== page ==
FIGS. 12 and 13 illustrate the invention and bolt locking mechanism in still another alternate form. The static assembly 207 and removable assembly 211 are rotated 90° from the forms heretofore described such that the respective corners of their casings 243 and 255 slidably engage a V-shaped rail 213 (see FIG. 13). Two slider guides 277 and 279 with holes 281 are affixed to the side of the removable assembly with a bolt 230 extending through holes 281 in the slider guides. The bolt has a head 232 and threads at 267, the bolt being aligned to threadably engage weld nut 285 affixed to the static assembly. The static assembly has a bumper block 217 to consistently position the bolt relative to the static and removable assemblies when the bolt is threadably engaged with the nut to lockably engage the two assemblies. A collar 268 is affixed to the bolt between slider guides 277 and 279. The slider guides 277 and 279 being spaced at a distance wherein if the bolt is unthreaded and withdrawn from nut 285 and is pulled back therefrom, the bolt will not be pulled from either slider guides on the removable assembly, but rather the collar will abuttingly engage slide guide 277, the bolt being prevented from being removed from either slider guide by the collar on the bolt. The assemblies are locked together by the bolt 230 when the bolt threadably engages nut 285 and collar 268 abuts slider guide 279 to compressively hold the removable assembly in place and in abutting relationship with the static assembly 207.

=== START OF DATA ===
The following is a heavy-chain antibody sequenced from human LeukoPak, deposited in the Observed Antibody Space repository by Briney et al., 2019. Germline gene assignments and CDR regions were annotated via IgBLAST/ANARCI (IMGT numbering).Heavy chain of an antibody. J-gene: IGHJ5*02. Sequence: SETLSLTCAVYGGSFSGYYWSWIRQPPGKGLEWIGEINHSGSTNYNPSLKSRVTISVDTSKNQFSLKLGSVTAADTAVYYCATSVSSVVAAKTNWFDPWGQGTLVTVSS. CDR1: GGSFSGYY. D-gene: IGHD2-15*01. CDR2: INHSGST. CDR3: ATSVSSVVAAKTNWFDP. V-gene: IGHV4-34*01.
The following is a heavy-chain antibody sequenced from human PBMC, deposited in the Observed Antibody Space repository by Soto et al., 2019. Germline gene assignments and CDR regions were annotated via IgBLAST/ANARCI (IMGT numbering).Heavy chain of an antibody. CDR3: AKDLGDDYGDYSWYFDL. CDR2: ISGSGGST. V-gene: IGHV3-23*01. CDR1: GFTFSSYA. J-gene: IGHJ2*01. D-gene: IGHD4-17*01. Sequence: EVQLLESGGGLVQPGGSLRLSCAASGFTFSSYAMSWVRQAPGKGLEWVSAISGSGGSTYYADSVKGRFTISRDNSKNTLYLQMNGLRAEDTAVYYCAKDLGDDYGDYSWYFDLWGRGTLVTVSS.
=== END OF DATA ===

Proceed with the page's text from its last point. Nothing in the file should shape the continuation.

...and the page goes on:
FIGS. 14 through 16 illustrate the invention in still another alternate vertical form. The static assembly 307 has a vertical cylindrical section 344 extending therefrom surrounding male receptacle 337 which includes cylindrical wall 338 surrounding vertical prongs 339. The static assembly is affixed to vertical V-shaped rail 313. The interior wall 345 of cylindrical section 344 has a slot 346 extending about one half the height of cylindrical section 344.